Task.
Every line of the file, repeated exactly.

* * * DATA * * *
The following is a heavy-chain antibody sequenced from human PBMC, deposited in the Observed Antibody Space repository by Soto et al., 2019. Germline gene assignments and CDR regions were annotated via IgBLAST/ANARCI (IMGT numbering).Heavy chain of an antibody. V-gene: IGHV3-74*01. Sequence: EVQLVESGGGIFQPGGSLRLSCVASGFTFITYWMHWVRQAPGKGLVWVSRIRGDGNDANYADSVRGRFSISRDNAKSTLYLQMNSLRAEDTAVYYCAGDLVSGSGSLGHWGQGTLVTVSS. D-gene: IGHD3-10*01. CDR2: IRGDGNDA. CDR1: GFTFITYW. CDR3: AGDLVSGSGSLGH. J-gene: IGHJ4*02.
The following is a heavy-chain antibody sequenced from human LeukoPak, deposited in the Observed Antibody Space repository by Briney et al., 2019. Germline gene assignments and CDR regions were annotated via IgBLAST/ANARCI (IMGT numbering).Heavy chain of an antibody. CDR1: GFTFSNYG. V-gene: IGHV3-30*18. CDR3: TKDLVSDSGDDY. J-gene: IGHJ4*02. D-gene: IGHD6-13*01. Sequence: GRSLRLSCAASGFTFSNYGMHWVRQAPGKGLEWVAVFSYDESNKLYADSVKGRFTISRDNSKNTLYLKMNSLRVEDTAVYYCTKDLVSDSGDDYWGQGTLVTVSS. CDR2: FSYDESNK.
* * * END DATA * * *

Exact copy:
The following is a heavy-chain antibody sequenced from human PBMC, deposited in the Observed Antibody Space repository by Soto et al., 2019. Germline gene assignments and CDR regions were annotated via IgBLAST/ANARCI (IMGT numbering).Heavy chain of an antibody. V-gene: IGHV3-74*01. Sequence: EVQLVESGGGIFQPGGSLRLSCVASGFTFITYWMHWVRQAPGKGLVWVSRIRGDGNDANYADSVRGRFSISRDNAKSTLYLQMNSLRAEDTAVYYCAGDLVSGSGSLGHWGQGTLVTVSS. D-gene: IGHD3-10*01. CDR2: IRGDGNDA. CDR1: GFTFITYW. CDR3: AGDLVSGSGSLGH. J-gene: IGHJ4*02.
The following is a heavy-chain antibody sequenced from human LeukoPak, deposited in the Observed Antibody Space repository by Briney et al., 2019. Germline gene assignments and CDR regions were annotated via IgBLAST/ANARCI (IMGT numbering).Heavy chain of an antibody. CDR1: GFTFSNYG. V-gene: IGHV3-30*18. CDR3: TKDLVSDSGDDY. J-gene: IGHJ4*02. D-gene: IGHD6-13*01. Sequence: GRSLRLSCAASGFTFSNYGMHWVRQAPGKGLEWVAVFSYDESNKLYADSVKGRFTISRDNSKNTLYLKMNSLRVEDTAVYYCTKDLVSDSGDDYWGQGTLVTVSS. CDR2: FSYDESNK.